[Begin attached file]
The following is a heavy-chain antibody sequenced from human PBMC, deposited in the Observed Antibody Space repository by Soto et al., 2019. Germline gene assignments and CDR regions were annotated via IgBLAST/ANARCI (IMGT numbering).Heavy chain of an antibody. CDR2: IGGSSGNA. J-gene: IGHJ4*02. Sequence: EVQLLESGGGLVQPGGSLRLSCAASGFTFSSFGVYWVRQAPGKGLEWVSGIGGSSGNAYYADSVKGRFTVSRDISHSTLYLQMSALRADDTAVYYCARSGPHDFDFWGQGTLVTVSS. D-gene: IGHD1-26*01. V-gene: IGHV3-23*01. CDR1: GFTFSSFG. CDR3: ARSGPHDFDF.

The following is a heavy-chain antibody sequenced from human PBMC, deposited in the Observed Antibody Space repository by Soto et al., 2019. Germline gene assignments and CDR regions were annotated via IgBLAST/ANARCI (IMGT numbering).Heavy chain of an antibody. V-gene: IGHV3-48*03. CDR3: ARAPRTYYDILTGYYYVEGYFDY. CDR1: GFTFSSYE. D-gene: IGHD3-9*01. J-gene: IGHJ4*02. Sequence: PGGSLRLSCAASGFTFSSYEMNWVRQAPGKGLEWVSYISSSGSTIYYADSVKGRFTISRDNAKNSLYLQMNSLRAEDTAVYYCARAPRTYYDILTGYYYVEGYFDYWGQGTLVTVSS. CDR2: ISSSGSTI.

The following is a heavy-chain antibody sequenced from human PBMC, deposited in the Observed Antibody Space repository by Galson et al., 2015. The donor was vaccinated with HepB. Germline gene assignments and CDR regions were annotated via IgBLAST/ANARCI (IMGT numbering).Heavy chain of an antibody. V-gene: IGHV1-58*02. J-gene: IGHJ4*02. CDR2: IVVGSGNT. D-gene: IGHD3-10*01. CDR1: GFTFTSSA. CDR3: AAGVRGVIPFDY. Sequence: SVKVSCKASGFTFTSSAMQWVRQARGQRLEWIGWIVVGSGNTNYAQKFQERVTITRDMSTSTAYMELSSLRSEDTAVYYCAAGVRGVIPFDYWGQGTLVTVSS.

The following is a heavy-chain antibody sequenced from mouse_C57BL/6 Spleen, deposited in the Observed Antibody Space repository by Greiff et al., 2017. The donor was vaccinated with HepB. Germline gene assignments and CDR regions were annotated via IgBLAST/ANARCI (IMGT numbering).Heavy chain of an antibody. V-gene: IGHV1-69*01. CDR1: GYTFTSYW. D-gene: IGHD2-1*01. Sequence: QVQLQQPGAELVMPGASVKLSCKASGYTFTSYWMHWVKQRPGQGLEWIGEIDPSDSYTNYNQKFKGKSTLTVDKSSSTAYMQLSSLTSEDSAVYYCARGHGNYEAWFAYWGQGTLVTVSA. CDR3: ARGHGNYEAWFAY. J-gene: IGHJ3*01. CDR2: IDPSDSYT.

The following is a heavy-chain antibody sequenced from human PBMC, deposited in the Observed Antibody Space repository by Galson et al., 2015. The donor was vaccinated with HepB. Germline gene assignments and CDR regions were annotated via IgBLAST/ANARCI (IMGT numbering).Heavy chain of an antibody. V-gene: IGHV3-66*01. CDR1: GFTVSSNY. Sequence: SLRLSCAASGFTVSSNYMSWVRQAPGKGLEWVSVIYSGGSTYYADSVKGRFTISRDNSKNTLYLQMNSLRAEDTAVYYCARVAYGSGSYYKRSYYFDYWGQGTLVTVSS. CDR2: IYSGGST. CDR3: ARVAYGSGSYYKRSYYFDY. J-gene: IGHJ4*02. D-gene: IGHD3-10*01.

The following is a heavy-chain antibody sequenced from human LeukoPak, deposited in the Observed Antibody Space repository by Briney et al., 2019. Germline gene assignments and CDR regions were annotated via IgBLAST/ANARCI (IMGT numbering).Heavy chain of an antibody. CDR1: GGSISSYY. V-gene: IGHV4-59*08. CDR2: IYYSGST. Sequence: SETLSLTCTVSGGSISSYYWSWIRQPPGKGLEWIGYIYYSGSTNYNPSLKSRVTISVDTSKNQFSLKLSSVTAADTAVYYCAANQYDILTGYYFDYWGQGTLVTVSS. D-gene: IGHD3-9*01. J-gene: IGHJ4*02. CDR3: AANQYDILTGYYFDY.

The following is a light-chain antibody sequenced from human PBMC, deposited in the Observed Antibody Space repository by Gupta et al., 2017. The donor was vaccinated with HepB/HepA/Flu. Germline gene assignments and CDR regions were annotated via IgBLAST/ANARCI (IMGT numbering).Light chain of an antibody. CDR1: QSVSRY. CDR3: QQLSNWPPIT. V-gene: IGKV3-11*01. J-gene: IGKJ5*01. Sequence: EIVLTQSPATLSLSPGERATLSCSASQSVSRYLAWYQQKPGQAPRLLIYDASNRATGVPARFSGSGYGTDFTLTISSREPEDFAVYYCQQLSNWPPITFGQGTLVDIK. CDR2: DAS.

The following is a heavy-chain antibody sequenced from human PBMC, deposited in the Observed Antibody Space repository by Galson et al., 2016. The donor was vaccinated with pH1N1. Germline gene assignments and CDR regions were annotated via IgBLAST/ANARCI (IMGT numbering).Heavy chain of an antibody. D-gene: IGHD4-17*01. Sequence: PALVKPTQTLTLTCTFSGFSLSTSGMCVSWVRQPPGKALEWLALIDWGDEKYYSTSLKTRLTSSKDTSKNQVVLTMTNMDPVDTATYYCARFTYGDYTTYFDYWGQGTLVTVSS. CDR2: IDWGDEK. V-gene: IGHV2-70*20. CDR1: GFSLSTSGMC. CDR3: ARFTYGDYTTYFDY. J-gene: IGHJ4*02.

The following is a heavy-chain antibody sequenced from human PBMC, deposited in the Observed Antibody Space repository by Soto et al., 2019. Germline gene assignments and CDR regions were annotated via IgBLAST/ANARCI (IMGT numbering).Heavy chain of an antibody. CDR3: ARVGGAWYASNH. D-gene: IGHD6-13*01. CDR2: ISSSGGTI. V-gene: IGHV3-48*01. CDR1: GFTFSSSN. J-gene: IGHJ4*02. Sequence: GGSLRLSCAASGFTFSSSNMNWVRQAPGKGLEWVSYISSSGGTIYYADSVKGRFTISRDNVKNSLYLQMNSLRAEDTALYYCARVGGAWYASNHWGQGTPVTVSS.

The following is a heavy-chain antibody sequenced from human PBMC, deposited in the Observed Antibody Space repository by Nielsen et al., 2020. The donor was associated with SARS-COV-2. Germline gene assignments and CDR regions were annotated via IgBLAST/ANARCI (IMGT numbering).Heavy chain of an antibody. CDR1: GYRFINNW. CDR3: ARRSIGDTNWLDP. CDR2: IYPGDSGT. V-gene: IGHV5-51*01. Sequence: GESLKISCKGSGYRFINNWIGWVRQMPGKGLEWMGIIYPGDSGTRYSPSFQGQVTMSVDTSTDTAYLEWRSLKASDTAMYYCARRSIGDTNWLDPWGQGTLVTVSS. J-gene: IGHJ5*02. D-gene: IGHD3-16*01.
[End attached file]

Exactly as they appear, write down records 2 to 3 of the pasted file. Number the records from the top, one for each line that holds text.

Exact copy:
The following is a heavy-chain antibody sequenced from human PBMC, deposited in the Observed Antibody Space repository by Soto et al., 2019. Germline gene assignments and CDR regions were annotated via IgBLAST/ANARCI (IMGT numbering).Heavy chain of an antibody. V-gene: IGHV3-48*03. CDR3: ARAPRTYYDILTGYYYVEGYFDY. CDR1: GFTFSSYE. D-gene: IGHD3-9*01. J-gene: IGHJ4*02. Sequence: PGGSLRLSCAASGFTFSSYEMNWVRQAPGKGLEWVSYISSSGSTIYYADSVKGRFTISRDNAKNSLYLQMNSLRAEDTAVYYCARAPRTYYDILTGYYYVEGYFDYWGQGTLVTVSS. CDR2: ISSSGSTI.

The following is a heavy-chain antibody sequenced from human PBMC, deposited in the Observed Antibody Space repository by Galson et al., 2015. The donor was vaccinated with HepB. Germline gene assignments and CDR regions were annotated via IgBLAST/ANARCI (IMGT numbering).Heavy chain of an antibody. V-gene: IGHV1-58*02. J-gene: IGHJ4*02. CDR2: IVVGSGNT. D-gene: IGHD3-10*01. CDR1: GFTFTSSA. CDR3: AAGVRGVIPFDY. Sequence: SVKVSCKASGFTFTSSAMQWVRQARGQRLEWIGWIVVGSGNTNYAQKFQERVTITRDMSTSTAYMELSSLRSEDTAVYYCAAGVRGVIPFDYWGQGTLVTVSS.